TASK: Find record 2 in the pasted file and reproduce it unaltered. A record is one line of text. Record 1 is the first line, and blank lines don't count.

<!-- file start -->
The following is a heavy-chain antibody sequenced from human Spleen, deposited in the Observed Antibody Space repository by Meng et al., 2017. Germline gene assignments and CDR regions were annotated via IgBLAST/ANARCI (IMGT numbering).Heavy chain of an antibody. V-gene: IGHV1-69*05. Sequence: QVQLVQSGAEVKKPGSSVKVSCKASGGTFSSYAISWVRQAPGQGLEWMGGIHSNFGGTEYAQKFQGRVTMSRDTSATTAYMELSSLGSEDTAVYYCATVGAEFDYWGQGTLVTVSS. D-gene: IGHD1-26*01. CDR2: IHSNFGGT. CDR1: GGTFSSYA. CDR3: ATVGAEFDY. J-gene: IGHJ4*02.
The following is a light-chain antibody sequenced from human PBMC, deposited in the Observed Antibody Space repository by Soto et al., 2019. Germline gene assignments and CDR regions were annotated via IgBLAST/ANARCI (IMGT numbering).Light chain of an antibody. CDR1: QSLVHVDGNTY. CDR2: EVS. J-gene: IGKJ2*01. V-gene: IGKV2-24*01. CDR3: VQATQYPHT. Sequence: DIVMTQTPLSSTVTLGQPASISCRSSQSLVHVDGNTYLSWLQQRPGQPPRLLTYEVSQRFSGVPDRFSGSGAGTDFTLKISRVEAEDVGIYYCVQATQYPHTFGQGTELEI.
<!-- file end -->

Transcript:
The following is a light-chain antibody sequenced from human PBMC, deposited in the Observed Antibody Space repository by Soto et al., 2019. Germline gene assignments and CDR regions were annotated via IgBLAST/ANARCI (IMGT numbering).Light chain of an antibody. CDR1: QSLVHVDGNTY. CDR2: EVS. J-gene: IGKJ2*01. V-gene: IGKV2-24*01. CDR3: VQATQYPHT. Sequence: DIVMTQTPLSSTVTLGQPASISCRSSQSLVHVDGNTYLSWLQQRPGQPPRLLTYEVSQRFSGVPDRFSGSGAGTDFTLKISRVEAEDVGIYYCVQATQYPHTFGQGTELEI.